GPS is a Global Navigation Satellite System (GNSS) operated by the U.S. Department of Defense. This system enables receivers to compute their location, velocity, and time for a variety of applications. Power utility applications use precise and accurate time derived from the GPS-synchronized clocks along with other sources for time synchronization of devices in the power system.
GPS signals can be disrupted due to natural atmospheric interference (e.g., solar flares), antenna failures, or man-made signal manipulation or denial (e.g., GPS jamming and GPS spoofing). In cases involving solar flares, antenna failures, and jamming, most timing devices will detect the loss of GPS and switch to a "holdover" mode of operation, where they use their internal stable oscillators to maintain accurate time. GPS spoofing involves the intentional manipulation of an authentic GPS signal and the rebroadcasting of it to GPS receivers. If the GPS receivers lock to this signal, they could report incorrect timing information without indicating any anomaly to the connected end device.
There are many applications within the power system that use precise time to improve the operational efficiency and dependability of the power grid. In many cases, GPS-based clocks are used to provide high-accuracy time references for these applications. Precise time is used to improve the operational performance of protection applications and for event analysis, state measurement, and fault locating. There have been claims and suggestions that the electric power system is vulnerable to attack by disabling, jamming, or spoofing GPS receivers. While it is true that the majority of the GPS-based time sources used in the power system are vulnerable to being jammed or disabled, it is not true that the result would lead to a disruption of the power system itself. Most widely used protection schemes do not rely on, nor should they rely on, GPS-based time synchronization. There are some special cases where an accurate wide-area time reference has been incorporated to enhance the protection elements. In these cases, there are Terrestrial Time Distribution (TTD) methods that can be applied without relying on GPS.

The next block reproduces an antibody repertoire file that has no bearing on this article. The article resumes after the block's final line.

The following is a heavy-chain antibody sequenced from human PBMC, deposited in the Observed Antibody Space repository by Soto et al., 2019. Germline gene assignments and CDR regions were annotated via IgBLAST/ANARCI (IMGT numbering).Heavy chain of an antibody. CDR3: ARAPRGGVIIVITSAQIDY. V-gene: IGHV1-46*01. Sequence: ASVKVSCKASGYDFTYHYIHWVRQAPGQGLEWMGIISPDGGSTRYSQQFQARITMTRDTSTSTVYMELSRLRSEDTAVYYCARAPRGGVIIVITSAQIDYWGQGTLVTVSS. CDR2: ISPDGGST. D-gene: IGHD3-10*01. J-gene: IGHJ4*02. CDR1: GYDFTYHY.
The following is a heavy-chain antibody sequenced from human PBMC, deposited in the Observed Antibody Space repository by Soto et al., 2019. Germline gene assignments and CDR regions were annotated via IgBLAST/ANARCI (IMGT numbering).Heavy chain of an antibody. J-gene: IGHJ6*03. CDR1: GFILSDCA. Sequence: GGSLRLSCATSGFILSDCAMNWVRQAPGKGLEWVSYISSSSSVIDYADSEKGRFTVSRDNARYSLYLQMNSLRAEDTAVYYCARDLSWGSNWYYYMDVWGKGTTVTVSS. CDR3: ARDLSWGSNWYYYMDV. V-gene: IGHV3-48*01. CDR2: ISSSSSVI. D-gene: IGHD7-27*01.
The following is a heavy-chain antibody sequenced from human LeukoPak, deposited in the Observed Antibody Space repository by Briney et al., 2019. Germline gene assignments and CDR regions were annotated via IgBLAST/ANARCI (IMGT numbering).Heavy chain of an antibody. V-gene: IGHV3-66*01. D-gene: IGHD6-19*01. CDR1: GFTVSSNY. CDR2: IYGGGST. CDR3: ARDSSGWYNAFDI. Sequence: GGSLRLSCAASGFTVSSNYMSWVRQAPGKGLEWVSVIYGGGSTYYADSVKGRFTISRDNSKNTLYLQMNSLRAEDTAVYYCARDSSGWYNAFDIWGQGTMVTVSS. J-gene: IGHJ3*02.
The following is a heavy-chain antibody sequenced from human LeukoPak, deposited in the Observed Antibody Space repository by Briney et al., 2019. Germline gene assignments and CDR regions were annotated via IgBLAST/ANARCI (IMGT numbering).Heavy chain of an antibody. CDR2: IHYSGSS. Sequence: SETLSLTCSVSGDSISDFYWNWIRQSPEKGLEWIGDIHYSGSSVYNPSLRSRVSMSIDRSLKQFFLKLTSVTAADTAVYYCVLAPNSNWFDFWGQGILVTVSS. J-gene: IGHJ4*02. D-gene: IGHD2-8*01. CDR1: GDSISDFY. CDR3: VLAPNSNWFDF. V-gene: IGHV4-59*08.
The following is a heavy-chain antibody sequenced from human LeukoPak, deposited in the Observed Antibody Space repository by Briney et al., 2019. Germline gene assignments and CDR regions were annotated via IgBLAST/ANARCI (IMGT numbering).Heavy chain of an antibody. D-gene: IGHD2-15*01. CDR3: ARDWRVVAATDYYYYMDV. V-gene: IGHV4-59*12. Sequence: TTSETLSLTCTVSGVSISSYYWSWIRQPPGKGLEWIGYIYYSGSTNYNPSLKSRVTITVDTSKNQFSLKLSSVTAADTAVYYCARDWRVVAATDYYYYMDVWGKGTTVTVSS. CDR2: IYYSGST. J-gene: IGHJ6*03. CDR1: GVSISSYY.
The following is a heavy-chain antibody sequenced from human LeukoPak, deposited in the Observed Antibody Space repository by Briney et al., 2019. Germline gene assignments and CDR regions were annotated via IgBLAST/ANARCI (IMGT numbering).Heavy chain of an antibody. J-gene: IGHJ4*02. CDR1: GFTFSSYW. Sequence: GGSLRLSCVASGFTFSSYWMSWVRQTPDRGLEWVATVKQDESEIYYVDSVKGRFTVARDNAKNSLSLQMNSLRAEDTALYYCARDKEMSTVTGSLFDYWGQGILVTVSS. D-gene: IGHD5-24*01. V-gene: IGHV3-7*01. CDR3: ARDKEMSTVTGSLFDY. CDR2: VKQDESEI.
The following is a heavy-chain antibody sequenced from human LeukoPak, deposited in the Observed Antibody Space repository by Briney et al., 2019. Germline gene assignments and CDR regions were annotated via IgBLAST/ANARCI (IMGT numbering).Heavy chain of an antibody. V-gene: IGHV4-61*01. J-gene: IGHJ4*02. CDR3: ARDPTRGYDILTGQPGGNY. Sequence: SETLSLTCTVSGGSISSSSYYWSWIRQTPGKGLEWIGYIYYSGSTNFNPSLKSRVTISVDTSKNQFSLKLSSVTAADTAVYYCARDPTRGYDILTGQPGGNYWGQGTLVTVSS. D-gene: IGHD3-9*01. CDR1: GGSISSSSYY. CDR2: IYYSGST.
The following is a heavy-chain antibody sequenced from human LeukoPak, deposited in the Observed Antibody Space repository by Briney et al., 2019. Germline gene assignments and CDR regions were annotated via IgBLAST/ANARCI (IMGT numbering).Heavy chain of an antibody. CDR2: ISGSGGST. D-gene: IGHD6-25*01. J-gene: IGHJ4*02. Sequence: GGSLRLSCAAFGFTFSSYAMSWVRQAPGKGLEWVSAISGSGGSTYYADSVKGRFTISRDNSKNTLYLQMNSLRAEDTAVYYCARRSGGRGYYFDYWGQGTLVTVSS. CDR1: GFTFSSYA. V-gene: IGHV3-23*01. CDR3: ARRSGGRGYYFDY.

SEL relays do not depend on GPS. If GPS is not available for acquiring precise time, SEL relays will fall back to using alternative methods for performing protection operations. SEL relays will not misoperate if GPS clocks are disabled, jammed, or spoofed. Because precise time is useful, SEL provides terrestrial precise time distribution over wide-area networks (WANs) using the SEL ICON Integrated Communications Optical Network solution.
For many years, SEL has been teaching that GPS time is not guaranteed. SEL’s recommended best practice is to implement a layered approach to precise time synchronization systems.
There are detection, mitigation, and time distribution approaches that can used to maintain precise time in the event of a disruption to GPS.